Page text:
It has been urged as an objection to the residence of the apostle John at Ephesus that Ignatius in his letter to the church of that city makes no mention of him, though he speaks of his readers as associates in the mysteries with Paul ( 12) and refers to St Paul and St Peter when writing to the Romans ( 4). No negative argument, however, can be derived from the two allusions to St Paul. There is a strong case for a literary relation of some kind between Rom. 4 and 1 Clem. 5, and the allusion in Eph. 12 arises from a train of thought which dominates at the moment the mind of Ignatius. St Paul on his last journey to Rome, as we learn from 2 Tim., had traveled from Miletus to Troas, and thence by the Via Egnatia, the very route to be followed by Ignatius himself, who was therefore, to use his own words, on the high road of those journeying to die unto God treading in the footsteps of Paul. We may have heard the tradition of St Paul’s journey from the Ephesian delegates, and Polycarp, who was doubtless present at the interview, makes similar allusions in ad Philip. 3, 9. On the other hand, Ignatius makes just such a reference to St John as we might have anticipated when he writes, Ye were at all times of one mind with the apostles (Eph. 11). Here the words ‘at all times’ prohibit a limitation of the reference to St Paul.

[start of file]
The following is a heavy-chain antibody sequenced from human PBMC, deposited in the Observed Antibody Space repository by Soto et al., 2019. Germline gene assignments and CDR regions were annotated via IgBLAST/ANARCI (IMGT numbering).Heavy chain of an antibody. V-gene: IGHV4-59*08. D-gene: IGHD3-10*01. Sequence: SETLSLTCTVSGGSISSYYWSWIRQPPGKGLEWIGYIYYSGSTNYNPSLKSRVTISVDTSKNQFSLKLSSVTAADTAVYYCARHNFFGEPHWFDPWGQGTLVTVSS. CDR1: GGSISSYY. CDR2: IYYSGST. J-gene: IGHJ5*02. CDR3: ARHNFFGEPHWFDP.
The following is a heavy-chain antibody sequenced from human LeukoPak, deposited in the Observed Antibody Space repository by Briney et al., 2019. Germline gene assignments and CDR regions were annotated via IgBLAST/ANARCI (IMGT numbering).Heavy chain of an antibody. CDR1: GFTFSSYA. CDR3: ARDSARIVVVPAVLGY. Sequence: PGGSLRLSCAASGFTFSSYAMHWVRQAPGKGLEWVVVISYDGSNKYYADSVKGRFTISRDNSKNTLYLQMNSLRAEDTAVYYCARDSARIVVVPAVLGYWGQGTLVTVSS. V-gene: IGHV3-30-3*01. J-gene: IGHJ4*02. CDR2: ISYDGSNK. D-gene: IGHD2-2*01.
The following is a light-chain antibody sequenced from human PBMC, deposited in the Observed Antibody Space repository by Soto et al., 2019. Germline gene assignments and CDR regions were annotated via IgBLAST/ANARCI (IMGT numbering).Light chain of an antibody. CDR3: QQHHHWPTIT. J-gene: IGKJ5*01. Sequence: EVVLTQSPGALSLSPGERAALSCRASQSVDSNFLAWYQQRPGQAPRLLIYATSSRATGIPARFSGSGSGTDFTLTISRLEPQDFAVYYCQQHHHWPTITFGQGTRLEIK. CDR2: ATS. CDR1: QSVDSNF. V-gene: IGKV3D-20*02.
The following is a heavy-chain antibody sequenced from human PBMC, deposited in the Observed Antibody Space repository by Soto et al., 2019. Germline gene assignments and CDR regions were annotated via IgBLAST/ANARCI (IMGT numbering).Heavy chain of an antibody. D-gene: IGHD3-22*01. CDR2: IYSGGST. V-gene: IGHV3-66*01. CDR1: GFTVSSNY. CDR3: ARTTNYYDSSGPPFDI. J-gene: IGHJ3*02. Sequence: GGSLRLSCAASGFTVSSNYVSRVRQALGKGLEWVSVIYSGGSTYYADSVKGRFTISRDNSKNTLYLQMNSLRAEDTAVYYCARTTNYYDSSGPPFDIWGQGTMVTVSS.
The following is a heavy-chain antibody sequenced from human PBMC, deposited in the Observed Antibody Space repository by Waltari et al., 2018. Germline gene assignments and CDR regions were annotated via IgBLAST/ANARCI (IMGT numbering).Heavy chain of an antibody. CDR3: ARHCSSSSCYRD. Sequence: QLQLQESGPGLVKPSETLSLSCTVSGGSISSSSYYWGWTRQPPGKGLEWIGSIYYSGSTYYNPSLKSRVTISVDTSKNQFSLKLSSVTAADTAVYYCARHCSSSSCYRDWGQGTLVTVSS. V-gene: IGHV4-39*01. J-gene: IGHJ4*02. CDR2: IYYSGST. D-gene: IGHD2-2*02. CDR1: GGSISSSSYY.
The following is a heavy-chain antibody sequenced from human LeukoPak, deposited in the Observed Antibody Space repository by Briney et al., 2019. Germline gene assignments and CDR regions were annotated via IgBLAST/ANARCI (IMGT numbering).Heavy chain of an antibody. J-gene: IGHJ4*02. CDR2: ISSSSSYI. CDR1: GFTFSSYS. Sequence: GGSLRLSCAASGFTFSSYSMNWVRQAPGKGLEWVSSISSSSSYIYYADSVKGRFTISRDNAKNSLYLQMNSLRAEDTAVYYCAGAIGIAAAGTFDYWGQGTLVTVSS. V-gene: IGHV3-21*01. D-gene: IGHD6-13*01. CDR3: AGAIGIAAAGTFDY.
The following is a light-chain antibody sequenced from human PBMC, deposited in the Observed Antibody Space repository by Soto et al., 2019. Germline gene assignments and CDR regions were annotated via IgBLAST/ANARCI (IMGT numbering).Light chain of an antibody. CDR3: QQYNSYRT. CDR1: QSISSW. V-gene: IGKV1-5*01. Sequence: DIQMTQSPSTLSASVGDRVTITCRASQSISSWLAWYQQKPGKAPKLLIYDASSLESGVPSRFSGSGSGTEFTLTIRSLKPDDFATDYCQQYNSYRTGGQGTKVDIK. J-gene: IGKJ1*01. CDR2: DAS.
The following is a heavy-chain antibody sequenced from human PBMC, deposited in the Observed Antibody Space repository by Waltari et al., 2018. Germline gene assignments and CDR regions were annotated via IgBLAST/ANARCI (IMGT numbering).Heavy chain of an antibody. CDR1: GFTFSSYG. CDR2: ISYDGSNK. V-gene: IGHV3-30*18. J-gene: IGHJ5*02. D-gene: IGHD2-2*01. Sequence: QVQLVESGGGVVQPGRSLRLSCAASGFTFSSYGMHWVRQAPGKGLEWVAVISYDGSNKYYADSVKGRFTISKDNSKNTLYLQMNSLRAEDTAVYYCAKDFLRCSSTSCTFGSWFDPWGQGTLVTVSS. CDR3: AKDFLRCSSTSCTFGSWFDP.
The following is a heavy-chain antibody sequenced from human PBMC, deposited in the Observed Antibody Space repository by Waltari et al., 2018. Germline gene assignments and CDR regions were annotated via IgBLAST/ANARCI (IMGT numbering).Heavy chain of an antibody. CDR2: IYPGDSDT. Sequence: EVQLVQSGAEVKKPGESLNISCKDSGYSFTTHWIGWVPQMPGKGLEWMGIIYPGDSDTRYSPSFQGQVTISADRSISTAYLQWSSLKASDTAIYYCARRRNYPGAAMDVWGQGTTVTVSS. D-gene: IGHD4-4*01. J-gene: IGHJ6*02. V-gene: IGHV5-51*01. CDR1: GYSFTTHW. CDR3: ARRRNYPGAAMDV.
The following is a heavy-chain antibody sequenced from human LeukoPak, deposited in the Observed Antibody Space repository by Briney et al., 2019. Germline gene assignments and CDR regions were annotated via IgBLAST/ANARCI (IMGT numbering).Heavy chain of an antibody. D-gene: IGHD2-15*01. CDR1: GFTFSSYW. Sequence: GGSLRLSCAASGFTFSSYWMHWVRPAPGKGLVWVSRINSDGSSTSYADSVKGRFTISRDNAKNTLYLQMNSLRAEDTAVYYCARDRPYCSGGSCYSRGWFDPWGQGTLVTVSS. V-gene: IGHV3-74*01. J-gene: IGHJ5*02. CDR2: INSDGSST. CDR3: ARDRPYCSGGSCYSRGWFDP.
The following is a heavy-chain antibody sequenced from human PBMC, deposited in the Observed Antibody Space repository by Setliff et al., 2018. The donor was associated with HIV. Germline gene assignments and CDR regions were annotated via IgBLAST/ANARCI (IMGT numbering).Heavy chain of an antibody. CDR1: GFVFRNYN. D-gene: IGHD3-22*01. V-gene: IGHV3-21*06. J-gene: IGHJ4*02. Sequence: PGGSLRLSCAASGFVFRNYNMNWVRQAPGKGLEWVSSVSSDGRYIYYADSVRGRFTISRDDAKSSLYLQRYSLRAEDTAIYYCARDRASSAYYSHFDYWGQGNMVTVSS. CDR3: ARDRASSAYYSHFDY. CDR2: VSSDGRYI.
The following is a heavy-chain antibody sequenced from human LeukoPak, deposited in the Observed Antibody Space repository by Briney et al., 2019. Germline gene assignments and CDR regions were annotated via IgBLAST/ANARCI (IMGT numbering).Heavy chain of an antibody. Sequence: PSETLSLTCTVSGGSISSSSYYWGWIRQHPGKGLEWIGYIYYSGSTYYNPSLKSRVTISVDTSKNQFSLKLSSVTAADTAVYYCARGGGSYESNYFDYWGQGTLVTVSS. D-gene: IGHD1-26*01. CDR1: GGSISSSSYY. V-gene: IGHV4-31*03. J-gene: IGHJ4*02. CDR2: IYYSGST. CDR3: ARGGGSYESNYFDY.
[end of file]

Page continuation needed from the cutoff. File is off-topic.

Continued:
On the other hand, Paul Foster, in The Reception of the New Testament in the Apostolic Fathers (Andrew Gregory and Christopher Tuckett, Eds., Oxford University Press, 2005) is much less certain (see pp. 183-185). My other recent treatment is, unfortunately, inaccessible at the moment.